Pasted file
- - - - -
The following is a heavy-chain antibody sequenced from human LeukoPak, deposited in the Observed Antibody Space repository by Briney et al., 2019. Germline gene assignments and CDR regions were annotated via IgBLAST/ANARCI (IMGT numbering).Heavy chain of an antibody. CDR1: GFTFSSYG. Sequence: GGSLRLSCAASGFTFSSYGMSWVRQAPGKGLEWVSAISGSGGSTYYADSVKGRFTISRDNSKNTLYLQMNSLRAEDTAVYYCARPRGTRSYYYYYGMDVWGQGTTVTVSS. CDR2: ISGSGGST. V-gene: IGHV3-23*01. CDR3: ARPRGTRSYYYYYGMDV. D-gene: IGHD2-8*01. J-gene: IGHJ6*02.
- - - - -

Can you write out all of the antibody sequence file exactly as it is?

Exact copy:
The following is a heavy-chain antibody sequenced from human LeukoPak, deposited in the Observed Antibody Space repository by Briney et al., 2019. Germline gene assignments and CDR regions were annotated via IgBLAST/ANARCI (IMGT numbering).Heavy chain of an antibody. CDR1: GFTFSSYG. Sequence: GGSLRLSCAASGFTFSSYGMSWVRQAPGKGLEWVSAISGSGGSTYYADSVKGRFTISRDNSKNTLYLQMNSLRAEDTAVYYCARPRGTRSYYYYYGMDVWGQGTTVTVSS. CDR2: ISGSGGST. V-gene: IGHV3-23*01. CDR3: ARPRGTRSYYYYYGMDV. D-gene: IGHD2-8*01. J-gene: IGHJ6*02.